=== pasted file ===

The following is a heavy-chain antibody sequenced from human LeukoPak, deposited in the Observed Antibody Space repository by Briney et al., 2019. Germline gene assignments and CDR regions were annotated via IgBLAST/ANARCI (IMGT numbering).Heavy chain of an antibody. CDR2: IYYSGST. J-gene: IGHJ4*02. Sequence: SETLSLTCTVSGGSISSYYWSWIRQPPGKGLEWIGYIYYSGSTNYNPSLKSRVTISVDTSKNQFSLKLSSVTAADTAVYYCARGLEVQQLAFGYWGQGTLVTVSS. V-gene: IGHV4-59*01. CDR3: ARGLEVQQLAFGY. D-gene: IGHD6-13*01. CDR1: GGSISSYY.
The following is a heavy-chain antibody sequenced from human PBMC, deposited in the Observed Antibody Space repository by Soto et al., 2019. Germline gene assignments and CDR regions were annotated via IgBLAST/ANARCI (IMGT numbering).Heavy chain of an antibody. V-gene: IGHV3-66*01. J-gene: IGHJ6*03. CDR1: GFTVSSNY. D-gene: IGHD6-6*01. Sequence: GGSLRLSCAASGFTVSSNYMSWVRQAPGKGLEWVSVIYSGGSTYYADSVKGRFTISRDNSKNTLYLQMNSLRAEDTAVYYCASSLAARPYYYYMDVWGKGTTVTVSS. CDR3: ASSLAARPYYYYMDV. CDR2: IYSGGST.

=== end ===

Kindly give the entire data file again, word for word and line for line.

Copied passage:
The following is a heavy-chain antibody sequenced from human LeukoPak, deposited in the Observed Antibody Space repository by Briney et al., 2019. Germline gene assignments and CDR regions were annotated via IgBLAST/ANARCI (IMGT numbering).Heavy chain of an antibody. CDR2: IYYSGST. J-gene: IGHJ4*02. Sequence: SETLSLTCTVSGGSISSYYWSWIRQPPGKGLEWIGYIYYSGSTNYNPSLKSRVTISVDTSKNQFSLKLSSVTAADTAVYYCARGLEVQQLAFGYWGQGTLVTVSS. V-gene: IGHV4-59*01. CDR3: ARGLEVQQLAFGY. D-gene: IGHD6-13*01. CDR1: GGSISSYY.
The following is a heavy-chain antibody sequenced from human PBMC, deposited in the Observed Antibody Space repository by Soto et al., 2019. Germline gene assignments and CDR regions were annotated via IgBLAST/ANARCI (IMGT numbering).Heavy chain of an antibody. V-gene: IGHV3-66*01. J-gene: IGHJ6*03. CDR1: GFTVSSNY. D-gene: IGHD6-6*01. Sequence: GGSLRLSCAASGFTVSSNYMSWVRQAPGKGLEWVSVIYSGGSTYYADSVKGRFTISRDNSKNTLYLQMNSLRAEDTAVYYCASSLAARPYYYYMDVWGKGTTVTVSS. CDR3: ASSLAARPYYYYMDV. CDR2: IYSGGST.